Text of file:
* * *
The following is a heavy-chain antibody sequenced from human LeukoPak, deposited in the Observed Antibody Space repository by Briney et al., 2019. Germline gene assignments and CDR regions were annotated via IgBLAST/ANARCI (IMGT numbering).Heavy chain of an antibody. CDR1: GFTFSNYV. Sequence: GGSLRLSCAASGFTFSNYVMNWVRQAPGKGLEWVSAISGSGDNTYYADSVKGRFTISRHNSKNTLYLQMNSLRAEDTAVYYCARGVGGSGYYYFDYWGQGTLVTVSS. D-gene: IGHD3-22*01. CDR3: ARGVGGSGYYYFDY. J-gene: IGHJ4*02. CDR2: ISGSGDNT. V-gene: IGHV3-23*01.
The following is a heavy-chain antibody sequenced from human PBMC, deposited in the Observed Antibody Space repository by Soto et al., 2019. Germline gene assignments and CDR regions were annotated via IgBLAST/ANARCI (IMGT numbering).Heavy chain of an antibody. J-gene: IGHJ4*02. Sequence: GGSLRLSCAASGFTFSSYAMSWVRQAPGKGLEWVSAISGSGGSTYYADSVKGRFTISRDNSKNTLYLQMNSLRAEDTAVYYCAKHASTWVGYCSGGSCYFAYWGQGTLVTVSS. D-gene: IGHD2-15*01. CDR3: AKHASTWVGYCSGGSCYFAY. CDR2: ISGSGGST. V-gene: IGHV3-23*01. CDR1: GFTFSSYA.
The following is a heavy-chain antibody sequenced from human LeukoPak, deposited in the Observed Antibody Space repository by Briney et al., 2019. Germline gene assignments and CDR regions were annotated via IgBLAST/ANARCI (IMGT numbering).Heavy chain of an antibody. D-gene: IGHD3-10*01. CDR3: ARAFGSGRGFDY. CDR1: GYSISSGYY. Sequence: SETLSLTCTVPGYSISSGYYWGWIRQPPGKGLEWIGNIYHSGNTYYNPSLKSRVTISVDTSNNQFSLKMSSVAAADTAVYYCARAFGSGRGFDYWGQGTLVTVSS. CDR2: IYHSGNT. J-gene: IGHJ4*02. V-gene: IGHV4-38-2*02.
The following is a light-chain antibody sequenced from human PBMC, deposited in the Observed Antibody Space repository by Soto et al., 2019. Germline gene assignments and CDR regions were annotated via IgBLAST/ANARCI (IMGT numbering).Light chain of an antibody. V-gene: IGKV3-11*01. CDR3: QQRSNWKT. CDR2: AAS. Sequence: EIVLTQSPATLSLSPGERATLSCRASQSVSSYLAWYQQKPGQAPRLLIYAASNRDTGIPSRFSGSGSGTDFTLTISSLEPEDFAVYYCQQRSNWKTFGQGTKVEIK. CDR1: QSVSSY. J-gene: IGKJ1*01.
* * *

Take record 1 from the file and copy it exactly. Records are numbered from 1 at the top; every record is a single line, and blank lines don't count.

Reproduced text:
The following is a heavy-chain antibody sequenced from human LeukoPak, deposited in the Observed Antibody Space repository by Briney et al., 2019. Germline gene assignments and CDR regions were annotated via IgBLAST/ANARCI (IMGT numbering).Heavy chain of an antibody. CDR1: GFTFSNYV. Sequence: GGSLRLSCAASGFTFSNYVMNWVRQAPGKGLEWVSAISGSGDNTYYADSVKGRFTISRHNSKNTLYLQMNSLRAEDTAVYYCARGVGGSGYYYFDYWGQGTLVTVSS. D-gene: IGHD3-22*01. CDR3: ARGVGGSGYYYFDY. J-gene: IGHJ4*02. CDR2: ISGSGDNT. V-gene: IGHV3-23*01.